Date: 18/01/2019 – 14:00
Candidate: Luciano Borges Censoni
Advisor: Prof. Leandro Martínez
Institute of Chemistry – Mini-Auditório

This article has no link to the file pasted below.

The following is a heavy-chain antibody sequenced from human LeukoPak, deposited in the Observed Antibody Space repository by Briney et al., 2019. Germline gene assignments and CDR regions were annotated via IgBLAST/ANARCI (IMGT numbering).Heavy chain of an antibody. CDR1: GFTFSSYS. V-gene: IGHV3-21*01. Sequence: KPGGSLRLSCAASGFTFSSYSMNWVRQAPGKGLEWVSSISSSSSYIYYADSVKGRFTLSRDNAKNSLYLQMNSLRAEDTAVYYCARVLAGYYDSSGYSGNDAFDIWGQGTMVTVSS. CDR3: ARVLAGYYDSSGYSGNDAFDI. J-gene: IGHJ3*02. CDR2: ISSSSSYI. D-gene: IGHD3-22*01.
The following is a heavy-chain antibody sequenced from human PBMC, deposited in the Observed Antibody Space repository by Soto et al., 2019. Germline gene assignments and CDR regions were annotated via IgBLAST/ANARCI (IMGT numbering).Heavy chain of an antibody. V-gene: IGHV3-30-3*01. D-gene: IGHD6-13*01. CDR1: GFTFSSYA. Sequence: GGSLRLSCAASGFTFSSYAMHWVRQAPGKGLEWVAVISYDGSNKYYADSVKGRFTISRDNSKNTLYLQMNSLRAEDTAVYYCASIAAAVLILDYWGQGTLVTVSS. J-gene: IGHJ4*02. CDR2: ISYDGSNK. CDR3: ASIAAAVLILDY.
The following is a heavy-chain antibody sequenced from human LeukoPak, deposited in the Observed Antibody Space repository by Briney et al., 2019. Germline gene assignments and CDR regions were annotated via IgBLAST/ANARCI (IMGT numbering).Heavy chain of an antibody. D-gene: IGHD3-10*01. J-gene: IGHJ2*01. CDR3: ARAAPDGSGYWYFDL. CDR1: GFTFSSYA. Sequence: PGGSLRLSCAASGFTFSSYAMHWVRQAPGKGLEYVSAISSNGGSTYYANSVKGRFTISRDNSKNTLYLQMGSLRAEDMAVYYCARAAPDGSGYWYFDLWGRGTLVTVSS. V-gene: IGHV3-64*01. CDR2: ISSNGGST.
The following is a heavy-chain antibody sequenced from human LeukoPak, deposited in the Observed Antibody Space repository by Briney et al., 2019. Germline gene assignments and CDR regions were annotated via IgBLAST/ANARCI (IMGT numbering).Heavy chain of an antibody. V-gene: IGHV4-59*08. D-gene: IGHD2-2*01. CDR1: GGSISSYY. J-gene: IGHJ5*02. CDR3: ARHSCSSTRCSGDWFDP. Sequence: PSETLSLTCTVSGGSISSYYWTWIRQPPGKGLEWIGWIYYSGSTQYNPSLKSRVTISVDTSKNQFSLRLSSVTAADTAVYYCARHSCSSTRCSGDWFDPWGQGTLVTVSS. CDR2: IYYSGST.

Protein chains exhibit a natural scale of discretization at the level of individual amino acid residues; no evolutionary mechanism, be it insertion, deletion, or local mutation, is able to affect the identity of a single individual atom in the chain, and the full diversity of protein structures and functions stems from combinations of the same standard amino acids in various chain lengths and orders. Here, we model protein structures as networks of interacting residues, and show that features of the topology of the resulting networks can be used to predict physicochemical properties such as the rate of folding and the ability to dissipate vibrational energy. In the first investigation, we employ modified molecular dynamics simulations to measure the intensity of the thermal coupling between each residue and the rest of the structure, and then show that node importance measures derived from network theory, particularly closeness centrality and eigenvector centrality, are well correlated to the observed coupling strengths. We construct an analytically solvable model of heat diffusion on a network, and show that the best estimates of the intensities of residue-protein thermal couplings can be derived from the Laplacian matrix that describes the interaction network. In the second investigation, we fit protein chains to a model based on self-avoiding random walks, and use it to de rive a probability distribution for the distance between amino acid residues as a function of their separation along the sequence. Using this distribution, we define an expression for the probabilistic information content associated to the relative position of each pair of residues in a protein structure. We then show that the average information content of all residue pairs in a structure is well correlated to the logarithm of its folding rate. Subsequently, we exploit the same measure of information content to identify redundant contacts, and show that we are able to predict a structure’s folding rate to good accuracy while taking into account less than 5% of its contacts. Finally, we implement a routine to calculate protein structural ensembles subject to geometric restraints derived from Nuclear Magnetic Resonance experiments, and show that the application of an optimization method based on the Low Order-Value Optimization strategy can help distinguish the restraints that correspond to the correct assignment of experimental resonances among decoys.